[Cytometry] Cytometry Digest, Vol 64, Issue 19

Bruce Davis brucedavis at trilliumdx.com
Mon Feb 17 12:59:28 EST 2014


Re: Antibody titration & staining index (Davis, Bruce)


I encourage review of the ICSH/ICCS Guidelines for Validation of Cell
Based Fluorescent Assays published in a special issue of Cytometry B.
This outlines proper antibody titration methods and other performance
characteristics of a fully validated laboratory developed flow cytometry
assay.  The link to this information is
http://onlinelibrary.wiley.com/doi/10.1002/cyto.b.v84.5/issuetoc

Regards,

Bruce H Davis, MD



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On 02/17/2014, 12:00 PM, "cytometry-request at lists.purdue.edu"
<cytometry-request at lists.purdue.edu> wrote:

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>Today's Topics:
>
>   1. Antibody titration & staining index (Ina Laura Pieper)
>   2. A novel flow cytometric bacterial infection marker (Jari Nuutila)
>   3. Re: archiving data in a flow core? (Rob Salomon)
>   4. criopreservation (Jose Benito)
>   5. Re: whole blood **tech support response** (Roy Edward)
>   6. Re: Antibody titration & staining index (Barsky, Lora)
>
>
>----------------------------------------------------------------------
>
>Message: 1
>Date: Sun, 16 Feb 2014 20:39:12 +0000
>From: Ina Laura Pieper <inalaurapieper at gmail.com>
>To: Purdue list <cytometry at lists.purdue.edu>
>Subject: [Cytometry] Antibody titration & staining index
>Message-ID:
>	<CAM8oOngAqmmF3CaD3+jiuLj39gXyBdxTH8r33E0mQRFGWA+H=Q at mail.gmail.com>
>Content-Type: text/plain; charset="iso-8859-1"
>
>Hello flowers,
>
>What's the objective way of deciding on the optimal antibody concentration
>during antibody titrations? I've searched and found this description on
>the
>UC Flow blog of plotting the stain index against antibody concentration,
>http://ucflow.blogspot.co.uk/2009/06/antibody-titrations.html
>However, to calculate stain index it seems I need a positive and negative
>population in my sample, probably of the same autofluorescence, which
>isn't
>always achievable.
>
>What do I do if I want to calculate the optimal concentration in a
>titration of a CD14-antibody in whole blood? I've done overlay histograms
>of stained and unstained samples gated on monocytes (positive) and
>granulocytes (negative), so that i can visually identify the concentration
>at which the granulocytes are no longer staining unspecifically. Is this
>the right way to do it? Seems very subjective to me. From the attached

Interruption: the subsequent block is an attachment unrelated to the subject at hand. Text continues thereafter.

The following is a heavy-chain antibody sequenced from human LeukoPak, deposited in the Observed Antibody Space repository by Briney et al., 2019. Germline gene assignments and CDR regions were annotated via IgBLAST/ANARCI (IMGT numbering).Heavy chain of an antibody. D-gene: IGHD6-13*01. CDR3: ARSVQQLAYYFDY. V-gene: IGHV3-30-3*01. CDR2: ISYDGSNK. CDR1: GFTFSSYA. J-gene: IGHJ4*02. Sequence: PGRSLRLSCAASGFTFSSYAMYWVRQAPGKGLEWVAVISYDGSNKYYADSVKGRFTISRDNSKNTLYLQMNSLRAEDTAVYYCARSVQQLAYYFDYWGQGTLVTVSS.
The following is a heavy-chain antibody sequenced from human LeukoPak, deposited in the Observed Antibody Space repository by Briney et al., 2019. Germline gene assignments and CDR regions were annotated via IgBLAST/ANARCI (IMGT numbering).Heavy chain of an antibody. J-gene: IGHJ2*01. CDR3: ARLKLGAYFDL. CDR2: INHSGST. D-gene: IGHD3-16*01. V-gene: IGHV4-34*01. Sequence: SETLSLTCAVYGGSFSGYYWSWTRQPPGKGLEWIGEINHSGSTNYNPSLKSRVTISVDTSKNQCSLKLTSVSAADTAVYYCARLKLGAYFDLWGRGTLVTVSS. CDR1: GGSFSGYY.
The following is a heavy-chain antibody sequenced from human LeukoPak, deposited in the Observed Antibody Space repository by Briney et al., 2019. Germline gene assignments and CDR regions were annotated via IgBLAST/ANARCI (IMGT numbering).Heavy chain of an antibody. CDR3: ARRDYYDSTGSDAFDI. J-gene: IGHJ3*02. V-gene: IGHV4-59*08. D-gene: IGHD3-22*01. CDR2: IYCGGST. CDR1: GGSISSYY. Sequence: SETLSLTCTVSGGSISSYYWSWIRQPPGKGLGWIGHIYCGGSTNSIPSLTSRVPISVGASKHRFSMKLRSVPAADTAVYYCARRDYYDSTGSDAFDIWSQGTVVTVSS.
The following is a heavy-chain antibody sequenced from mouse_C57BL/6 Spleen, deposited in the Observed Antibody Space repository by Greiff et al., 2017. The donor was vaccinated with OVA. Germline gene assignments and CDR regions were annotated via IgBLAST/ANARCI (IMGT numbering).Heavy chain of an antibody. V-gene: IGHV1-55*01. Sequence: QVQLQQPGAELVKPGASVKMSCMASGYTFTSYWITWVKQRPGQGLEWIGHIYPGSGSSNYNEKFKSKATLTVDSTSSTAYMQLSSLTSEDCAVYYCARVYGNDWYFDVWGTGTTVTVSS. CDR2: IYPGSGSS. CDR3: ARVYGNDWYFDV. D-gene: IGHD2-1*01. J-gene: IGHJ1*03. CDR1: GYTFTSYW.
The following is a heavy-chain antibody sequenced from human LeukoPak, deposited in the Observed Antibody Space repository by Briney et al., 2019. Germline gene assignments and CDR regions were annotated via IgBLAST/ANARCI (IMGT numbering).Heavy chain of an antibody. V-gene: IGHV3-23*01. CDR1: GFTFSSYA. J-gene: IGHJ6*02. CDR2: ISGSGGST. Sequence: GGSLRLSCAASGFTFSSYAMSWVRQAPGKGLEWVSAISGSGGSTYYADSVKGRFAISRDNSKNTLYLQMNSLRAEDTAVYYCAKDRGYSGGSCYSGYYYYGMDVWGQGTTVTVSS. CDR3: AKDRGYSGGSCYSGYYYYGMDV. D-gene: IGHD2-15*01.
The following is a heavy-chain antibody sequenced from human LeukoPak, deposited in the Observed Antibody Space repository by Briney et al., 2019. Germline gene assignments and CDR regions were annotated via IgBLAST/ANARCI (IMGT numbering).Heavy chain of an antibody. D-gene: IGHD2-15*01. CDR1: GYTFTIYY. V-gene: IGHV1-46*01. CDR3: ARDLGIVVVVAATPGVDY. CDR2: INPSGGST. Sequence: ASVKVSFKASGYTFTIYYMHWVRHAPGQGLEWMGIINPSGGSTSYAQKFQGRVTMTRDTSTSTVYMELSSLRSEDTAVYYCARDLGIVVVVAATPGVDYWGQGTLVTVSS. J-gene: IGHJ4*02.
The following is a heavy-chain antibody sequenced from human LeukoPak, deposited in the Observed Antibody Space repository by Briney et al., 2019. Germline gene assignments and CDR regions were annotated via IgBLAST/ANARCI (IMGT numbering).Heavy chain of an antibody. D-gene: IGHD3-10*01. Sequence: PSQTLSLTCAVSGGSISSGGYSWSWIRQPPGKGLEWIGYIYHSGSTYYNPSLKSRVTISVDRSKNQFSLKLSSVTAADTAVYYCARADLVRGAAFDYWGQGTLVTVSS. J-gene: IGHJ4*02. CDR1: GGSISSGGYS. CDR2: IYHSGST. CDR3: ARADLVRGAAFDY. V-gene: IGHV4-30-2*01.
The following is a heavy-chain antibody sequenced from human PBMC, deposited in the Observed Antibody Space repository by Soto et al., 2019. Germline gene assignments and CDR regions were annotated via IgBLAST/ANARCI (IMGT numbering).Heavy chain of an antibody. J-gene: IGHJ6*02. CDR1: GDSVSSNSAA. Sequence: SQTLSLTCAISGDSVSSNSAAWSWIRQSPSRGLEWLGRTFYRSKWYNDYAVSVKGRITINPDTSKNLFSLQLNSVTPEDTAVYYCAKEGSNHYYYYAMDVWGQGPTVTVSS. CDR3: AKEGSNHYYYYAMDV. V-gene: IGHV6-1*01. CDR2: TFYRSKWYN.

>figure I think a 1:5 dilution is the best (no unspecific binding on
>granulocytes whilst still a clear monocyte signal).
>
>What should I do when staining a homogenous sample, and there is no
>negative population?
>
>Best regards,
>Ina Laura
>
>------------------------------
>
>Message: 2
>Date: Mon, 17 Feb 2014 11:11:09 +0200
>From: Jari Nuutila <jarnuu at utu.fi>
>To: cytometry at lists.purdue.edu
>Subject: [Cytometry] A novel flow cytometric bacterial infection
>	marker
>Message-ID: <5301D22D.8050907 at utu.fi>
>Content-Type: text/plain; charset="iso-8859-1"; Format="flowed"
>
>Dear clinicians, infection researchers, and all those who are interested
>in novel flow cytometric applications,
>
>Once again I am informing you that our latest article entitled:
>"Bacterial infection (BI)-INDEX: an improved and simplified rapid flow
>cytometric bacterial infection marker" by Nuutila et al. has
>beenpublished in the Diagnostic Microbiology and Infectious Disease
>(Volume 78, Issue 2, February 2014, Pages 116--126).
>
>In this article, we are presenting the novel flow cytometric
>multiparametric marker of bacterial infection designated bacterial
>infection INDEX (BI-INDEX), which displays 90% sensitivity and 96%
>specificity in distinguishing between bacterial and viral infections
>within 1 hour. We propose that our novel rapid BI-INDEX test will be
>useful in assisting physicians to ascertain whether antibiotic treatment
>is required, thus limiting unnecessary antimicrobial usage.
>
>The article with full bibliographic details is available online at:
>
>http://authors.elsevier.com/sd/article/S0732889313005531
>
>Sincerely,
>
>Jari Nuutila, PhD
>
>
>------------------------------
>
>Message: 3
>Date: Mon, 17 Feb 2014 01:07:30 +0000
>From: Rob Salomon <r.salomon at garvan.org.au>
>To: Ruth Nissly <rah38 at psu.edu>, "cytometry at lists.purdue.edu"
>	<cytometry at lists.purdue.edu>
>Subject: Re: [Cytometry] archiving data in a flow core?
>Message-ID:
>	<16A1D934E3390D45A7C5B7895E5ACE038300BA96 at MXDB2.ad.garvan.unsw.edu.au>
>Content-Type: text/plain; charset="utf-8"
>
>Hi Ruth 
>
>We have moved from users  being responsible for their own data to the
>core doing this for them. This is mostly because trying to manage space
>on the local drive was becoming difficult and users were having to delete
>experiments in order to be able to run new ones - we find that
>encouraging users to delete data leads to problems.
>
>So to answer your questions
>-How long are users allowed to leave data on the acquisition computer?
>They are encouraged simply to export their data to a specific local hard
>drive location and we do the rest
>
>-How are data files older than this time-period removed from the
>acquisition computer?
>Automated by Beyond Sync based on time created - deleted files will be at
>least 2 weeks old
>
>-Are old files stored as backups by the core? If so, for how long are the
>backups stored?
>Yes as compressed files at this stage indefinitely
>
>Using Beyond Sync (no affiliation) we having semi automated a lot of the